I was amazed when I did a web search for, “Why do executives have so much trouble delegating?” I saw some pretty amazing answers like:
- Stop trying to control everything.
- If someone takes more time than you to do the work, don’t worry about it.
- You don’t have a key person and need one – just hire the right individual.
- If you know you aren’t good at delegating, try this simple step-by-step “how to.”
The pervasive theme seemed to be that the reason for not delegating effectively is YOU; if you do more or less of something, you would be better at it. I say, “NONSENSE.” The way you manage is not the reason you are not delegating as effectively as you’d like. The reason you probably aren’t delegating effectively is that it’s impossible to delegate the myriad of minutia you do.
There is a lot of information that states if you want to determine what needs to be delegated, find a capable person, train them thoroughly, have them be accountable, and overcome your personal issues. That sounds like an executable plan. Wonder why I never thought of that? Hold on! It did!
BUT . . .
- If it was possible to create a full-time job consisting of some of my responsibilities, I probably would have done that by now.
- How does someone delegate a task which takes less than 10 minutes and is done once a week?
- I have hundreds of less-than-10-minute, once-a-week tasks which are combined and are what I label “my job.”
- Sharing my experience, knowledge, and tools in order to enable someone to take over a 10-minute job doesn’t offer a good effort-reward ratio.
- Multitasking comes with the turf for me, but my employees either can’t or are unwilling to.
Delegation isn’t as simple as “be less of a control freak” or “find some help” for entrepreneurs. Their job tasks are extremely varied, and there can be a good deal of detail involved with each task. It is rarely as simplistic as “be less controlling” or “recruit someone to help.” Don’t misinterpret what I’m saying here; the fact is you can offload quite a bit of your work, but not by delegating it in the “traditional” way.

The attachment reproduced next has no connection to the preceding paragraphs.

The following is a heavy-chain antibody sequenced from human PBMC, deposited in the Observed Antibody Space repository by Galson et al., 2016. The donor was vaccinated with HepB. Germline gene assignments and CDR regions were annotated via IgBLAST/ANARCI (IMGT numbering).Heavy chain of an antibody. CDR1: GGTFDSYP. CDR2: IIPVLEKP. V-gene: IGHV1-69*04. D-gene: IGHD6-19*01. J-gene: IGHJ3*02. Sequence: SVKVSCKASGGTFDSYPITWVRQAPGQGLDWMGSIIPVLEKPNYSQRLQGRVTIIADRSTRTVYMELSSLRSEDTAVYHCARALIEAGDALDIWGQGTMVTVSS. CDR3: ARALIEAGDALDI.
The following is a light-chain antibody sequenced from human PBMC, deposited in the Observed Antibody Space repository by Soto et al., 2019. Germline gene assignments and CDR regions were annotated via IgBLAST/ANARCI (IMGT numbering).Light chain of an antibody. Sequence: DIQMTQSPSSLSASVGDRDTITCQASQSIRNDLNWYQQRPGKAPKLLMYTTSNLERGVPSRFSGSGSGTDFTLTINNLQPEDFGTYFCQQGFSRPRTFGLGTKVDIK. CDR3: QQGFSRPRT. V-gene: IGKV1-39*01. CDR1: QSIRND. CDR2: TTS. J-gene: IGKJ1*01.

Here’s the Half-Retire way to cut your workload:
1st Step: When it comes to delegating, avoid the trap of thinking “WHO” instead of “WHAT.” Believing you can find just the right person and delegation to them will be fairly effortless is not only unrealistic, it’s “lazy thinking.” Many employees perform well, and some don’t. Some of these individuals may already be working at your company. Begin by defining WHAT you want done, and then find WHO can do it.
2nd Step: Start by ensuring there is enough time involved in a task to make delegating it worthwhile. Forget trying to delegate tasks that do not have “time scale.” Determine the minimal amount of time that makes a task worth the effort of delegating, say 5 hours a week, and focus on those.
3rd Step: Take a fresh look at what you do and unbundle. Most work involves a sequence of tasks. Good example: replacing a light bulb takes 15 steps – not one. When you unbundle your job tasks, you will discover portions that can be delegated easily and others that cannot be – your “Picasso Work.” Offload what you can and keep the rest. This will permit your unique genius to shine through the work without the full-time demand.
4th Step: Think similarities or themes rather than specifics to create scale. Invoicing, Accounts Payable and Receivable, Data Entry all are easily identifiable as “accounting” functions but look more closely to see if fragments of Job A have similarities to fragments of Job B. If you are diligent in finding skill commonalities, you will be able to create the economies of scale effective delegation requires.
5th Step: Set up the person you will be delegating to for success by ensuring objectives and the processes used to achieve them are clear. Invest in training. It’s challenging to take the time, but it’s worth it. I had a firestorm a few years back. We had to quickly train 20 telemarketers in the Philippines or risk project failure. There was no time for an extended learning curve. I pulled an all-nighter but was able to create a video-based training program that not only resulted in project success but helped train all new staff for the next ten years. It always feels like you are making an excessive investment in order to train people, but if you institutionalize the knowledge, you are building training systems you can use for a long time to come.
Hopefully, this helps clear the air on the topic of delegation. Some of the smartest, most industrious people I have met are business owners. The theory that they are not effective at delegating because of some personal lack is absurd. Many owners have given up on delegating and keep accepting more and more work. Is it any wonder that owners are stressing out, giving up, or worse?